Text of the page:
# Orientable manifold $M$ ,then $\partial M$ is orientable

Let $$M$$ a topological manifold of dimension $$n$$ with boundary $$\partial M$$.

We define $$M$$ to be orientable if $$M- \partial M$$ is orientable. Here when I say orientable, I mean there is a locally coherent choice $$\mu_x$$ of generators of $$H_n(M,M-x) \cong \mathbb{Z}$$,so that every point $$x \in M$$ has a $$U \cong \mathbb{R}^n \ni x$$ such that for every $$y \in B(0,1) \subset U$$, we have $$\mu_y$$ comes from the isomorphism $$H_n(M,M-x) \cong H_n(M,M-B(0,1) \cong \mathbb{Z})$$

There is an exercise on Hatcher that says that this implies that $$\partial M$$ is orientable as an $$n-1$$ manifold without boundary.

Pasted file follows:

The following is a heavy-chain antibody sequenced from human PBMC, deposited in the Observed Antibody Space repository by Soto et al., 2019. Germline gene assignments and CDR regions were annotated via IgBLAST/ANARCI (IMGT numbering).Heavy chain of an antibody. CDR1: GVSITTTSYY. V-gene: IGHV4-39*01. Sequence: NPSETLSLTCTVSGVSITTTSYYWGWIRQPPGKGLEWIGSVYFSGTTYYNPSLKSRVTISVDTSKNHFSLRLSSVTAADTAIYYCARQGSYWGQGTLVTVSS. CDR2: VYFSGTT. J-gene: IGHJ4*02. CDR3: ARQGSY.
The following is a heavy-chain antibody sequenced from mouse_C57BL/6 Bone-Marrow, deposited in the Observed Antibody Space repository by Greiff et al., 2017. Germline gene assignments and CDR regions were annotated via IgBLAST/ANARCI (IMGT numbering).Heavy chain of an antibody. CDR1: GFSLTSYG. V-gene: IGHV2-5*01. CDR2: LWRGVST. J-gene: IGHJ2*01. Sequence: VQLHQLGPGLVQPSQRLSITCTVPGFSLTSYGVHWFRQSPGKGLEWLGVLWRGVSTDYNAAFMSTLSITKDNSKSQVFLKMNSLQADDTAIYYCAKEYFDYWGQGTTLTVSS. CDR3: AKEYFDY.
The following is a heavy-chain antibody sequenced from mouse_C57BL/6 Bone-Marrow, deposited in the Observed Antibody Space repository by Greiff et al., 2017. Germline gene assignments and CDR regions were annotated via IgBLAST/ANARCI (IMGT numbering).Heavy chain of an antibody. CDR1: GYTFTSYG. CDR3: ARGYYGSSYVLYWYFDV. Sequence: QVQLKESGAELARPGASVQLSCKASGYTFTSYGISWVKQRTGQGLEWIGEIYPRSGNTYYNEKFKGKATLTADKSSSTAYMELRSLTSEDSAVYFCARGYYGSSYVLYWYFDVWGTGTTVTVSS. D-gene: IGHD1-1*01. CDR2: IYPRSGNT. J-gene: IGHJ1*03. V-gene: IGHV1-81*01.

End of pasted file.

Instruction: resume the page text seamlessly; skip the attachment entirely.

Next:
I tried to use the fact that $$\partial M$$ has a collar neighbourhood to "induce " the orientation on $$M$$ to an orientation on $$\partial M$$ but I did not really achieve anything.

Let $$n$$ be the unit inward normal to $$\partial M$$. If you choose a basís $$e_1, \ldots e_{n-1}$$ of the tangent space in some point you can, because $$M$$ is oriented, decide whether $$e_1, \ldots e_{n-1}, n$$ is a positively or negatively oriented basis.
This observation allows you to define an orientation on $$\partial M$$. (E.g. by defining that $$e_1, \ldots e_{n-1}$$ has positive orientation iff $$e_1, \ldots e_{n-1}, n$$ has).
• I'm assuming $M$ is just a topological space(with no tangent space etc.) or,at least,this is the definition I had of orientation of a manifold,but in my question was really unclear. I'm gonna edit – Tommaso Scognamiglio Nov 11 '18 at 18:05